We grew black beans, pinto beans, and a few little beans from overgrown green beans that we will cook up the same way. In total, we shelled 3 ½ pounds.
The whole time we were shelling them, I kept wondering how beans are so cheap at the store. It’s a lot of work to prepare them for eating. I can’t imagine shelling 50 pounds of beans. WOW.
You can let your dried beans dry out and replant them again next year. Seed saving is a great thing to teach the kids in the garden. We could also replant these beans for growing more vines.
As we were shelling, I kept thinking of that thrift store rap song about popping tags. If you can look past the onslaught of foul language, it’s kinda funny. So I made up this little diddy to the tune. Needless to say, I’m a little weird. But I make myself smile.
Popping beans diddy
I’m gonna pop some beans
I got 20 hands to help me drop ’em
I’m gonna pop some beans
And feed these kids some tacos…
Choosing a variety of beans will depend on what space you have and what time you have.
Growing pinto beans and other dried beans is super satisfying. They grow fast and produce well. I rarely ever have problems with pests or diseases on my beans as well.
For more info on growing green beans, and snake beans, check these out.
Check out my world famous green bean recipe the kids love. Even teenagers come up to me still and ask for this one or talk about it. There are a ton of ways to use and store green beans, check them out by clicking on the highlighted link, you can even pickle green beans super fast. And here’s how to cook dried beans.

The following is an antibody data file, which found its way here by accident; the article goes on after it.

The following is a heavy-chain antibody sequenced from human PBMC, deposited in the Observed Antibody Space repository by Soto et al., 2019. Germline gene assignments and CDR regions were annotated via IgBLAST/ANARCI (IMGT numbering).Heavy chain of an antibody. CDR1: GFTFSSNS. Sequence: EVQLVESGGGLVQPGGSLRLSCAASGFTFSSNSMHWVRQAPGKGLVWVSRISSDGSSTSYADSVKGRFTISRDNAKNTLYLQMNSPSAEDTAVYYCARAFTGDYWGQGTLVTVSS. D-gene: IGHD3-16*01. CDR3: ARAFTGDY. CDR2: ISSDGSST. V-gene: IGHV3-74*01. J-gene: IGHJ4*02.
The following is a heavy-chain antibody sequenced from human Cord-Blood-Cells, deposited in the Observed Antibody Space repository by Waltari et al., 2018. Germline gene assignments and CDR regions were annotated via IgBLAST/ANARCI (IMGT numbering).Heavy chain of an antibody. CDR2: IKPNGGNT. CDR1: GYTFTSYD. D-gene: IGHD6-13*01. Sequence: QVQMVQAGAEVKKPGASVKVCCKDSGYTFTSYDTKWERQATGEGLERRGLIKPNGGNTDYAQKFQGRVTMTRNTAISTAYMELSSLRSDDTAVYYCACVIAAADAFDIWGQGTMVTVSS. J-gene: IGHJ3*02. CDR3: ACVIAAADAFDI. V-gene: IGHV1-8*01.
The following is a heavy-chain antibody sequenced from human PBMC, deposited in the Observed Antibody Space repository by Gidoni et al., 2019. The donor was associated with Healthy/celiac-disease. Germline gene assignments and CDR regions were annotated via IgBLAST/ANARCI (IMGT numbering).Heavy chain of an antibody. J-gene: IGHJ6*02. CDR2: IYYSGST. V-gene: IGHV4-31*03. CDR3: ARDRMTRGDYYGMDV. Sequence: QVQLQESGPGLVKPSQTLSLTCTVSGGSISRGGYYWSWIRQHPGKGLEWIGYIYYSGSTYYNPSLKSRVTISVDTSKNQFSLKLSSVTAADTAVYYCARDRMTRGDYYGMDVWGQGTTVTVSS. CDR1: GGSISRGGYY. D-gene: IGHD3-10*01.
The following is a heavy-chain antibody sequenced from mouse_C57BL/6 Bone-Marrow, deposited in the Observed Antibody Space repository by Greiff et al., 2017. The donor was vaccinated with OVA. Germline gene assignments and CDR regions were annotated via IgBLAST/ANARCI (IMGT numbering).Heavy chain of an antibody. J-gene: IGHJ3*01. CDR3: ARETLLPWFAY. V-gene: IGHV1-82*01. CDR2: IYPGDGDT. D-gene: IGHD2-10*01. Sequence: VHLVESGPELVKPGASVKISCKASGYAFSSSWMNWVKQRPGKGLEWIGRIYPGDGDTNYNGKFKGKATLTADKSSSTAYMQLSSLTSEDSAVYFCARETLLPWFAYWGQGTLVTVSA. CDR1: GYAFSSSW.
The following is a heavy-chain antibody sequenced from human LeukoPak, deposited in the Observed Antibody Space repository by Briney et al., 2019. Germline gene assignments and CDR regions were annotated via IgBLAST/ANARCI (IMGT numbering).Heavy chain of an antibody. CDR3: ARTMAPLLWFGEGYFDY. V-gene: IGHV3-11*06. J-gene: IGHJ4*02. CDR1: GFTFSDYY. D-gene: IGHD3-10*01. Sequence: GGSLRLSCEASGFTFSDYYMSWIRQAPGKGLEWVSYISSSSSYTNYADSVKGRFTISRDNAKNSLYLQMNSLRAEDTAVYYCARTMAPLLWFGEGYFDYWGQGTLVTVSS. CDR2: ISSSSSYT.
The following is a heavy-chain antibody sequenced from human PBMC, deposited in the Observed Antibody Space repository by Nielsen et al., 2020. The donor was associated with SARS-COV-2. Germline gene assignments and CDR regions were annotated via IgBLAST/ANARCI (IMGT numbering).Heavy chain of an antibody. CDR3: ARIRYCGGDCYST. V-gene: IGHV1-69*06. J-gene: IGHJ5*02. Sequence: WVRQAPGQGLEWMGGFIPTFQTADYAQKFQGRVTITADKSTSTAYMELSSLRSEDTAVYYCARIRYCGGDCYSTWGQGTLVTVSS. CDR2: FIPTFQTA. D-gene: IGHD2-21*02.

Here is more on how to grow:
Hot peppers and sweet peppers, Sunflowers, Cabbage, Sweet potatoes, Asparagus, Potatoes, Okra, Brussel Sprouts, Tomatoes and Kohlrabi
You can also learn to grow Cotton, Jerusalem artichokes, Luffa sponges, Wheat, and Birdhouse gourds
What experiences have you had with beans in the garden?
I’m 53, and I remember me and my three siblings spending hours during our summers either shelling beans or breaking beans from huge black trash bags my aunt would give us out of her enormous garden. The funny thing is, my parents made us do it as punishment, so I laughed out loud when you said your kids loved doing it!
My, how times have changed! I still cringe at the thought of ‘bean season.’
However, I really enjoyed reading your story!
Awww, I can imagine it being overwhelming if there were a lot. It’s a tedious process, but interesting too. I wouldn’t want to do a trash bag full for sure! Thank you for reading our story. I hope if you ever have to do it again, it’s just a little bit and you find it fun. Have a great evening!
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Not only did I have no idea you can plant pinto or black beans, I had no idea what they look like in the pod. You are lightyears ahead of me. Another wonderful lesson for your kids. You do such good work and your posts always make me smile 🙂
Thank you so much! I have learned a lot this year too. It’s amazing what you can learn in the garden!
I love all of this work you are doing with kids! These skills will help them in so many ways!
Thank you! I think so as well. It’s important work! Thanks for reading!
This is such a wonderful exercise for the kids! Mine get a kick out of it.
How fun. They would have done it for hours if we had enough beans! 🙂 I love how they love the garden stuff.